Beelzebub’s agenda is to incite hatred and violence against the Jews from the chair of St. Peter, and he keeps a plantation across the river in Villeneuve where animated corpses toil in the vineyards, making wine that causes people fall under his spell when he speaks.
The Apocalypse: When the Lord Gives Answer
The devils’ war in heaven and on earth finally breaks out at Avignon, ignited when the real Clement is rescued from his imprisonment (by Delphine) and confronts the false Clement. Literally all Hell breaks loose, and God responds by sending his angels led by Zephon, Uriel, and Michael. It’s a climax of (again, literally) biblical proportions, and a most satisfying scene involves Thomas splitting the false Clements’s head down the middle. The fly-head of Beelzebub grows and replaces it immediately, and at this point I was thinking more than ever that Between Two Fires needs to be made into a film.
I can’t finish without addressing Thomas’s fate. Not only does he go through hell (figuratively) all throughout the story (his legs are broken at one point and he is tortured close to death), and gets a taste of Hell in the places described above, he goes to Hell for real when he dies in the apocalyptic showdown. Aside from Dante’s Inferno, I’ve not read a more compelling view of the afterlife of the damned:
He went from one torment to another, starting with bodily pain and going on to heartbreak. He was skinned and then made to drag his skin behind him, and then made to sew his skin back on himself, with the dirt and gravel it had picked up now under it. He was shredded slowly, crammed with thorns and made to eject them, crowded in with naked thongs and scalded, made to fight for cool water or a glimpse of sky, and when they saw that he liked fighting, they made him fight again and again for everything, for years, until even his rage was broken, and he wept and succumbed when confronted. He was murdered and betrayed by those he loved, and then made to murder and betray them, then desecrate them, cannibalize them, regurgitate them.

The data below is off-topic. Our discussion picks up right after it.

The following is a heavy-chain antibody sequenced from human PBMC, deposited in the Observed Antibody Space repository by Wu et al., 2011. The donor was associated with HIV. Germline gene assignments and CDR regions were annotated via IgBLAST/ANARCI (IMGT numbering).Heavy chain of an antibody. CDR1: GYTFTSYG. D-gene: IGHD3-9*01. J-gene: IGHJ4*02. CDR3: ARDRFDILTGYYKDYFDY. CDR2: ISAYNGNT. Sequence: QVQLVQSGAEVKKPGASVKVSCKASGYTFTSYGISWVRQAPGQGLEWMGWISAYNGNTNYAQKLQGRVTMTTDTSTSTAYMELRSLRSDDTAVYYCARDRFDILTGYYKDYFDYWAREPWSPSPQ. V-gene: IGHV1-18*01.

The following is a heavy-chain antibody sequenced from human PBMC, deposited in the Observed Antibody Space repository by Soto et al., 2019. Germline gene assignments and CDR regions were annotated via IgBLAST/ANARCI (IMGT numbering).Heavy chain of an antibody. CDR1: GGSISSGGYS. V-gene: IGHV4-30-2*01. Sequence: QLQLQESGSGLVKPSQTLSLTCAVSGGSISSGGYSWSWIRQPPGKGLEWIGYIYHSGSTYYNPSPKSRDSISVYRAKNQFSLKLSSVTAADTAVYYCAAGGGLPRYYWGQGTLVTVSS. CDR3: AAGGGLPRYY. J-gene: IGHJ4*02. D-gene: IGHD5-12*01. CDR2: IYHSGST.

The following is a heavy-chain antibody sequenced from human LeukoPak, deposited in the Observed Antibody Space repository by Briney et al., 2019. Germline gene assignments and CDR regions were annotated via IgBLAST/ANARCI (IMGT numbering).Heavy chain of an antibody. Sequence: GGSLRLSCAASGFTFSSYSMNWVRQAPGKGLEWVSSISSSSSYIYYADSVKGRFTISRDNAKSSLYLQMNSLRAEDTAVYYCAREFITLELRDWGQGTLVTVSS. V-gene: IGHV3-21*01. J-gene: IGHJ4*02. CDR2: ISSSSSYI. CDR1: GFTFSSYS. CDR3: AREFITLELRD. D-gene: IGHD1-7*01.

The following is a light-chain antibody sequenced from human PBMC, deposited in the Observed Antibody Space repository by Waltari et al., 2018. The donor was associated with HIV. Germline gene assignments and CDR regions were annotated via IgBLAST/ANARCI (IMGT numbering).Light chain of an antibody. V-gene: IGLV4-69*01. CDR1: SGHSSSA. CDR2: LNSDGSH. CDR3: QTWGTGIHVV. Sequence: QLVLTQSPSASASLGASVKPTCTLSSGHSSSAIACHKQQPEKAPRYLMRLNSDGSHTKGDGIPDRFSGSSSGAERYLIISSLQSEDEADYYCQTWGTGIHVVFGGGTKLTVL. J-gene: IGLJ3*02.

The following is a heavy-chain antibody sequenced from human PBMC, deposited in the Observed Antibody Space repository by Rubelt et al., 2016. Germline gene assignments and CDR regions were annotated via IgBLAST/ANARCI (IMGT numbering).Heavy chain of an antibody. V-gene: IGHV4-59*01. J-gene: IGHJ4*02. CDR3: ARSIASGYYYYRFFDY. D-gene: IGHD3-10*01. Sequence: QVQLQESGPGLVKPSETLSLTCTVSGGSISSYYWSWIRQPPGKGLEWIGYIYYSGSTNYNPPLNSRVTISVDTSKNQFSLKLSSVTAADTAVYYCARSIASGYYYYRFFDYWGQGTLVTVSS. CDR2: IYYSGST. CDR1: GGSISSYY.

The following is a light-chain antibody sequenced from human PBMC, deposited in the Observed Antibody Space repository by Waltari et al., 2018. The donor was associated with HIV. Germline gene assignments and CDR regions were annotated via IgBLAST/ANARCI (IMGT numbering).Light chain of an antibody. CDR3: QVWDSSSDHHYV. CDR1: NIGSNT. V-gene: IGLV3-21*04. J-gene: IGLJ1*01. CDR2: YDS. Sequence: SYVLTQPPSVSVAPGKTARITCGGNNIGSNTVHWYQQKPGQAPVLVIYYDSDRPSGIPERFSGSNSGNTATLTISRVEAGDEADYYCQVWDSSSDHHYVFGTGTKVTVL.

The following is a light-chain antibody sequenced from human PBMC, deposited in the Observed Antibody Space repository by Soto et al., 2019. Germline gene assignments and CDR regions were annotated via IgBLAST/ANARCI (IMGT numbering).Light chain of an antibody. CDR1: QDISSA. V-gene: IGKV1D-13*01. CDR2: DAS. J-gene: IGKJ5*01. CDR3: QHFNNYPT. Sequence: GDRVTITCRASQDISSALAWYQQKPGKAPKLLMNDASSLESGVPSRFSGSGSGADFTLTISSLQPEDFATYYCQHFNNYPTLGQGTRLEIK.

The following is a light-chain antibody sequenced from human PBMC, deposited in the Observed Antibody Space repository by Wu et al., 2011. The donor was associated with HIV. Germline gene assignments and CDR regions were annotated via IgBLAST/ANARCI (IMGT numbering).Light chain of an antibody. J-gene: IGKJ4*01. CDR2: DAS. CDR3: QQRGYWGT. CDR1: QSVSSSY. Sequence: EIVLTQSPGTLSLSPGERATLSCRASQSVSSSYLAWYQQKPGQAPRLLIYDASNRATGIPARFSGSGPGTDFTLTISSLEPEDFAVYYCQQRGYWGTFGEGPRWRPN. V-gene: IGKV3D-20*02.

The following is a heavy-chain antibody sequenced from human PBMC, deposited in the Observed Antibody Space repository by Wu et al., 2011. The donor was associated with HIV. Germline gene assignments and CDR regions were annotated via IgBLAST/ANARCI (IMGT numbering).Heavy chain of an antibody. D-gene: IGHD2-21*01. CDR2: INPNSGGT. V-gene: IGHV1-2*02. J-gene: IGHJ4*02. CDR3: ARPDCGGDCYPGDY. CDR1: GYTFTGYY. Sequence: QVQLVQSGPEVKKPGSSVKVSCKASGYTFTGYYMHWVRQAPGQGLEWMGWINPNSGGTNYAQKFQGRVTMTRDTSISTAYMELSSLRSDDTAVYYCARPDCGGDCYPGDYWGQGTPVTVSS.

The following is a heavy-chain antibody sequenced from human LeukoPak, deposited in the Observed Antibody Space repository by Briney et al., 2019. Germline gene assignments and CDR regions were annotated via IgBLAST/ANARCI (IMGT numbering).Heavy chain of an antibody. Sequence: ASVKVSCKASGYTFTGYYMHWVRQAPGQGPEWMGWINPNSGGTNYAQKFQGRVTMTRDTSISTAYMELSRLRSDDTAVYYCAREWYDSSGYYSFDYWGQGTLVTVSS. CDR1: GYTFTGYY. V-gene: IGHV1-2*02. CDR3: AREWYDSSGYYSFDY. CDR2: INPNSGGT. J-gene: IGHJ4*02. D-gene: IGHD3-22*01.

Nothing was left out. No weakness was overlooked.
For pride in his strength he was made a plaything. For his carnality he was rendered sexless.
He was made to live each oath he’d spoken, no matter how ridiculous, lapping Christ’s wounds, drowned with Christ in shit, boiled in Mary’s sour milk, sodomized by the cocks of the Apostles, until he had been stripped of his capacity for laughter or even the capacity to disbelieve the outrageous. They took his humor from him not because they themselves were humorless — they most certainly were not — but because it so offended them that man had been given this too.
Hell was mutable and hard, banal and shocking, painful and numbing, burning and frozen, but mostly it was real.
Hell was real.
I don’t know that Hell is real, and I tend to doubt it. But if it is, and if it’s anything like what’s presented in Between Two Fires, then God help me and probably us all.
Between Two Fires is one of those novels you’ve never heard of and wonder why. Buehlman has an arresting imagination, and he can write, unlike many novelists who make the bestseller lists. I’ll surely read the book again at some point. It’s a bleak story but not nihilistic; there’s a redemptive arc suggesting a glimmer of hope in a world where disaster and evil too often get the upper hand.
Rating: 8 ½ stars out of 10